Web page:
`title` varchar(60) NOT NULL DEFAULT 'Unknown',
      `speed_1` tinyint(2) NOT NULL,
      `speed_2` tinyint(2) NOT NULL,
      PRIMARY KEY (`ass_ID`),
      UNIQUE KEY `number` (`number`)
    ) ENGINE=InnoDB  DEFAULT CHARSET=latin1 COMMENT='Associations with performer and record company' AUTO_INCREMENT=2 ;
    
    --
    -- Dumping data for table `association`
    --
    
    INSERT INTO `association` (`ass_ID`, `number`, `company`, `performer_1`, `performer_2`, `title`, `speed_1`, `speed_2`) VALUES
    (1, '1234', 1, 1, 2, 'La Traviata', 78, 75);

  6. #6
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    I tried you suggestion Kyle and it worked but I realised it goes through every item to the end even if it has already found my item. I also still needed to find the ID and link that to the performer and this made me go back to Google. I must have used a different search phrase as I found array_search which will give me the key when it finds my item and I can then use that to find my ID.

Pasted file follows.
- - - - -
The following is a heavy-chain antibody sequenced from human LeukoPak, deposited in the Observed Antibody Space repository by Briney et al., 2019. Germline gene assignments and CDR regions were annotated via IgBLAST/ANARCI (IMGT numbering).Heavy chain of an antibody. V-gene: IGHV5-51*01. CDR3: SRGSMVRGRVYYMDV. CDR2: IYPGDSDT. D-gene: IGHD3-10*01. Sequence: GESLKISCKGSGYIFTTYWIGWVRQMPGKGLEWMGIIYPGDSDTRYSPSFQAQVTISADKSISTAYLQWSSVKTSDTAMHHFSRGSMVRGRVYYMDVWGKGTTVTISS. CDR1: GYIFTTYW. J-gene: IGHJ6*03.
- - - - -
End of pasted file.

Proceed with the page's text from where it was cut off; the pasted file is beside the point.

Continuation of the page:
It does not work on my array but I found useful user submitted function on the php.net page that will do what I want.

    I now have:
    PHP Code:
    // Search function
    function recursive_array_search($needle,$haystack) {
         foreach(
    $haystack as $key=>$value) {
             
    $current_key=$key;
             if(
    $needle===$value OR (is_array($value) && recursive_array_search($needle,$value) !== false)) {
                 return 
    $current_key;
             }
         }
         return 
    false;
     }

    // Validate performer and insert any new performers into the database.
    if (!empty($_REQUEST['performer_A1'])) {
        
    $data trim($_REQUEST['performer_A1']);
        if ( 
    recursive_array_search$data$result_performer ) ) {
        
    $per_ID $result_performer[recursive_array_search$data$result_performer )]['per_ID'];
        }
        else { 
        
    // Insert the new artist into the database and get the ID for use later
        
    try { 
        
    $sth $PDO->prepare("INSERT INTO performer (full_name) VALUES ('$data')");
        
    $sth->execute();
        
    //echo "Last insert ID = ".$PDO->lastInsertId();
        
    $per_ID $PDO->lastInsertId();
        }  
        
    // Any errors? If so display error and write to error log specified.
        
    catch(PDOException $e) {  
        echo 
    "I'm sorry, there seems to be a problem.";  
        
    // Write errors to the file
        //file_put_contents('PDOErrors.txt', "Error: ".$e->getMessage().PHP_EOL."File: ".$e->getFile().PHP_EOL."Line: ".$e->getLine().PHP_EOL, FILE_APPEND);